A space capsule carrying a sample of rocky material removed from the surface of an asteroid three years ago is expected to make a parachute landing in the Utah desert on Sunday.
If successful, the OSIRIS-REx mission, a joint effort between NASA and scientists at the University of Arizona, would mark the third asteroid sample, and by far the largest, ever returned to Earth for analysis.
OSIRIS-REx collected its samples from Bennu, a carbon-rich asteroid, before embarking on a 1.9-billion-km (1.2-billion-mile) journey back to Earth in May 2021.
What is the OSIRIS-REx?
The Origins, Spectral Interpretation, Resource Identification, Security-Regolith Explorer (OSIRIS-REx) is an unmanned spacecraft from NASA that was sent to collect samples from Bennu.
The spacecraft was equipped with cameras to capture images that were essential to collecting samples from the asteroid during the mission. It was also equipped with materials to develop 3D maps of Bennu, measure its temperature, map its mineral and chemical composition, and view it in X-rays and infrared light.
The robotic arm attached to the spacecraft collected loose rocks and dirt from the asteroid’s surface, which were then sealed inside the sample return capsule.
This capsule separated from the spacecraft and began its fiery plunge through Earth’s atmosphere.
What do we know about the spacecraft’s journey?
The OSIRIS-REx launched from Florida on September 8, 2016.
In September 2017, the spacecraft used the help of the Earth’s gravity to propel itself on its long journey towards Bennu, reaching the asteroid on December 3, 2018.
In May 2021, the spacecraft began its journey back to Earth.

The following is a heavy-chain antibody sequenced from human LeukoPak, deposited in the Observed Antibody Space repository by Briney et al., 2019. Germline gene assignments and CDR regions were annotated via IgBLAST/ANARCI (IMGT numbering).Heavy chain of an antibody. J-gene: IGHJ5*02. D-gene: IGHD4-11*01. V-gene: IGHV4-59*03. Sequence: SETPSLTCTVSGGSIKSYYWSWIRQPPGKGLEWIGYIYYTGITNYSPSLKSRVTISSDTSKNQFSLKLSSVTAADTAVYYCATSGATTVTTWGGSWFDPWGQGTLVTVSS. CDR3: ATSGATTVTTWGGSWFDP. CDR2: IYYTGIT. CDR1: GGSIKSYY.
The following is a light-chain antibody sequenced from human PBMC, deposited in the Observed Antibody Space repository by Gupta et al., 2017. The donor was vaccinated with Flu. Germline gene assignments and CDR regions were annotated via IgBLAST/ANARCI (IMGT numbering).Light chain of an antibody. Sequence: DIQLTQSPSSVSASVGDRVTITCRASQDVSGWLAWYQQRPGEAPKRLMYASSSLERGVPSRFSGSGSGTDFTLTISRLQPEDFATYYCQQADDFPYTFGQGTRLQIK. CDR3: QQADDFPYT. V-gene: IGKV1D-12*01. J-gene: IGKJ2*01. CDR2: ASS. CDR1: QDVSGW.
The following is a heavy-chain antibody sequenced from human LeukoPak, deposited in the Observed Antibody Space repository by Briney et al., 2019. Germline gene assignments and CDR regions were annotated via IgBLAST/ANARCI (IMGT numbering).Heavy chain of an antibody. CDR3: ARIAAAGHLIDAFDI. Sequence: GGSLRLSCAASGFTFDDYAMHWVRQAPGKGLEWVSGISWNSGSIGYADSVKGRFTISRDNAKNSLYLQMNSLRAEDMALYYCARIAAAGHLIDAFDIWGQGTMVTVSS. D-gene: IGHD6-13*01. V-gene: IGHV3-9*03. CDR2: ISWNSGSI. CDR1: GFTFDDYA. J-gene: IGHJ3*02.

Where and when will the sample land on Earth?
The sample is expected to return to Earth on Sunday at 14:55 GMT.
The capsule containing the sample will parachute down to the Utah Test and Training Range in Utah’s West Desert, where scientists will be waiting to retrieve it.
Are the asteroid samples dangerous?
The sample will not contain contaminants such as viruses or bacteria, Harold Connolly, who is based at Rowan University and is the OSIRIS-REx mission sample scientist and a co-investigator, told Al Jazeera.
He made a comparison with material taken from Apollo 11 lunar samples, which caused similar concerns at the time. After using animals to test that material, it was declared safe.
No microbial growths were found and NASA decided it was safe enough to stop further animal testing or quarantining astronauts and lab technicians working with lunar samples after the Apollo 14 mission in 1971.
What do we know about Bennu?
Bennu, previously called 1999 RQ36, was discovered in 1999 and classified as a “near-Earth object” because it passes relatively close to our planet every six years. It is a small asteroid, a little less than 500 metres in depth and is more than 4.5 billion years old.
Over time, the asteroid has drifted closer to Earth, closely approaching it every six years. Scientists estimate that one of these close approaches has a small chance of impacting the Earth on September 24, 2182.
Why was OSIRIS-REx sent to Bennu?
The mission was launched so that scientists could learn how to better predict the long-term risks of near-Earth asteroids such as Bennu hitting our planet.
Scientists also believe that within 10 million years of the solar system’s formation, Bennu’s present-day chemical and mineral composition was already formed.
Telescopes have shown that the asteroid contains carbon-rich organic material, which may have played a role in delivering life-forming compounds to Earth. Part of OSIRIS-REx’s mission was to learn more about these compounds.
Scientists have also hoped to determine if there are any signs of water on the asteroid, and to investigate whether hydrogen and oxygen can be extracted from the water on asteroids to fuel rockets in space.
— NASA Goddard (@NASAGoddard) September 21, 2023
What will happen to the OSIRIS-REx spacecraft after the mission?
The OSIRIS-REx spacecraft will be renamed to OSIRIS-APEX (OSIRIS-APophis Explorer) and be sent to study another near-Earth asteroid, Apophis, when it comes close to the Earth in 2029.
“It’s a perfectly viable spacecraft that can do more science, and NASA was wise to repurpose it and get new science out of it by going to Apophis,” said Connolly.
How can I follow the landing?
You can watch the live coverage of the OSIRIS-REx capsule landing on Sunday using the NASA Live link.